I've had people up to two years, but I'd say about 10 months to a year is average. Some have a harder time than others to get the money to go out on their own because of their income bracket and they have a lot of debt, so if they're doing it well and working a program like [Alcoholics Anonymous], then I let them stay as long as they need to stay. I've never gone into county or state funding because I don't want them to tell me how long someone can stay. Statistically it's been proven that the longer a person is in a structured environment, the better the outcome, long-term.
What keeps you motivated or inspired?
Watching people change. Not everybody changes, but enough change to keep me doing this at this age.
What misconceptions have you learned over the years?
I'm a person who has always taken on face value that what you say is the truth, but a lot of these guys do not do that. A lot of times, I look at this like, what goes around comes around, and it'll always come out in the wash. If you're doing something you're not supposed to be doing, I don't have to be a cop or investigator — I will find out. And I usually do.
A misconception I had in the beginning, for everybody, is that, this is such a nice house and they're getting good food, why wouldn't they be really grateful for something like this? Instead of being grateful, some of them take it like they're entitled to something like this, like a given. I had to learn gratitude, and eventually those who do really well come to learn what gratitude is. We're talking about people whose hearts are very hardened. . . . My hope is that their hearts will soften, that their conscience will awaken, and that they'll learn thorough the program and experience here that if they do the next right thing, if they are very honest with their life, things are going to go well for them after.
[Misconceptions are] also why we had such a fight with zoning in the beginning. People were afraid to live next door to us. Once we got in here, those people really changed. One was an elderly couple, and they had us come over and help when they needed something. So, the guys go over there and shovel his snow, and the elderly man comes to our counseling meetings and praises us to the sky about having neighbors fix and help him out with [his house]. We're not [facing a lack of acceptance] anymore.
How has this work changed you as a person through the years?
Sometimes it can be a very humbling experience. What I've learned is that, as a religious, we don't have to worry about our healthcare. Or what clothes we're going to wear. Or worry about where we're going to live — none of those concerns are part of my life. But it is a part of their life. I have more appreciation of what I've had all my life and an increase of faith. God can really change and work miracles in people's lives, and they can become the people that you never thought.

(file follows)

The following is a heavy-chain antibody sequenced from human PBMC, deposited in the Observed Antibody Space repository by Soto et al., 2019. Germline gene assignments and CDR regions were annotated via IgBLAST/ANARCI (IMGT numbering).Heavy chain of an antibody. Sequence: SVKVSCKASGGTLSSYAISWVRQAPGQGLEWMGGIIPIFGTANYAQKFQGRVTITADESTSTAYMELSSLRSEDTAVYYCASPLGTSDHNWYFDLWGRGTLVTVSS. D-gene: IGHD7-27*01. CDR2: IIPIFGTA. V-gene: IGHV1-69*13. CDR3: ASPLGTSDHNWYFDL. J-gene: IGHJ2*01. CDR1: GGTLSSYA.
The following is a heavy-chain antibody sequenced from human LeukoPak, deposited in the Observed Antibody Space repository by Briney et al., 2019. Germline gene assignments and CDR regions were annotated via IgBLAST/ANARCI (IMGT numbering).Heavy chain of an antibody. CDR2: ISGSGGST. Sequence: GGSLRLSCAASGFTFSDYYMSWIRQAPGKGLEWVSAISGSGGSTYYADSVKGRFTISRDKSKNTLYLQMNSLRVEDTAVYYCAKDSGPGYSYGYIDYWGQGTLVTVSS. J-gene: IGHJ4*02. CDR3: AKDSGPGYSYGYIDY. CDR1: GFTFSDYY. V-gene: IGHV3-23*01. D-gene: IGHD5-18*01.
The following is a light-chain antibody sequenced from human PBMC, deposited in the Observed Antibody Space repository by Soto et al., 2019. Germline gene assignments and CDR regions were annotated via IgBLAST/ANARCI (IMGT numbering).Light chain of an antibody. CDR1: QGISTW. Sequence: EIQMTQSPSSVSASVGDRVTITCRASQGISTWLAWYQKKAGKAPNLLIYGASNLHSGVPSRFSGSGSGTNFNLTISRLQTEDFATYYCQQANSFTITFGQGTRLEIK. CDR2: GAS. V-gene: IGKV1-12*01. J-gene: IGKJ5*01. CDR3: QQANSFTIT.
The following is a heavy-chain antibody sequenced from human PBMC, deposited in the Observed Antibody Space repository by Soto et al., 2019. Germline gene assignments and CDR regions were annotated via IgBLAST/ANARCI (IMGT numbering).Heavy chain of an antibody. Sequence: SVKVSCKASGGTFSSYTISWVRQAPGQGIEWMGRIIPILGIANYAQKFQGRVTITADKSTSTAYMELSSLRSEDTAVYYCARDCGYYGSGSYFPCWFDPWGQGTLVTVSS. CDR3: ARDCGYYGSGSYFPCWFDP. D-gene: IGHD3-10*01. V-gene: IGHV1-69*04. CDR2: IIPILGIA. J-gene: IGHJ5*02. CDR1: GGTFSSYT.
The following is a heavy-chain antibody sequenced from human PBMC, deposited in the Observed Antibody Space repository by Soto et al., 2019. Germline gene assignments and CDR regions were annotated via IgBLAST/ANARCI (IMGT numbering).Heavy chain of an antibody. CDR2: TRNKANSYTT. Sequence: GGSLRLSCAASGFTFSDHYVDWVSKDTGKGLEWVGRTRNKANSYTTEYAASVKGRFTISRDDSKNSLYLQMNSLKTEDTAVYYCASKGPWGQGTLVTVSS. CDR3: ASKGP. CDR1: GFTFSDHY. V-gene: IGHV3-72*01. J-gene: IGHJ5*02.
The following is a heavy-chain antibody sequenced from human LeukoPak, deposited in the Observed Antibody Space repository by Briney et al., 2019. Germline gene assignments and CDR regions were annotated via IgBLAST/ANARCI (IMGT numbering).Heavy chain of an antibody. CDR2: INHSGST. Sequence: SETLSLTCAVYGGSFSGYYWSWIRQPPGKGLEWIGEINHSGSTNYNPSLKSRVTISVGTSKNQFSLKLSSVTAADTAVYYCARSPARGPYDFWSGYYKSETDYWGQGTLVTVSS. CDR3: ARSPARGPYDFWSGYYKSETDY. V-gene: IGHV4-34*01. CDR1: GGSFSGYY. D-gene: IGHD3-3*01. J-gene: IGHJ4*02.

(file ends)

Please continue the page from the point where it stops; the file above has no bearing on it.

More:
Do you have a favorite anecdote about someone who's changed?
His nickname was 'Angry Randy,' and he's been clean for almost 10 years. When I first met him at the prison, I didn't want to take him because he was so angry. Both his parents were addicts, and he was raised on the streets and asked to come to the house. We had our conflicts, and he had resistance, but eventually he ended up staying here for 13 months. While he was here he was able to get shared custody of his son. He eventually got an apartment, and we helped him with his rent every month for quite a while [through our rental assistance program].
This kid didn't have a license and wasn't going to get one for a long time because he had, like, three DUIs, so he had to do everything by bus or friends who he could depend on. Later he decided he didn't want to just use a hammer for his whole life and work on a roof, so he stared going to a community college and graduated this May as a physical therapist assistant, now working at a nursing home up here. He's just on the road to becoming what he's always dreamed of. He's a perfect example of dreams coming true. He visits us about once a month, and just last week he shampooed our carpets for us.
We believe that if they've done well here and as long as we have the resources, we become their extended family in a sense.
How do you see the Holy Spirit in your work?
I pray to the Holy Spirit all the time — to direct me to keep the people who could benefit here. The Holy Spirit can soften hearts of people coming here. He helps me make the right decisions with people if I have to let them go, and sometimes it's not because they're using drugs; sometimes it's because this isn't just a place of cheap rent — you have to be working toward change, and sometimes it's a hard decision. I have to keep praying all the time.
[Soli Salgado is a staff writer for Global Sisters Report. Follow her on Twitter @soli_salgado.]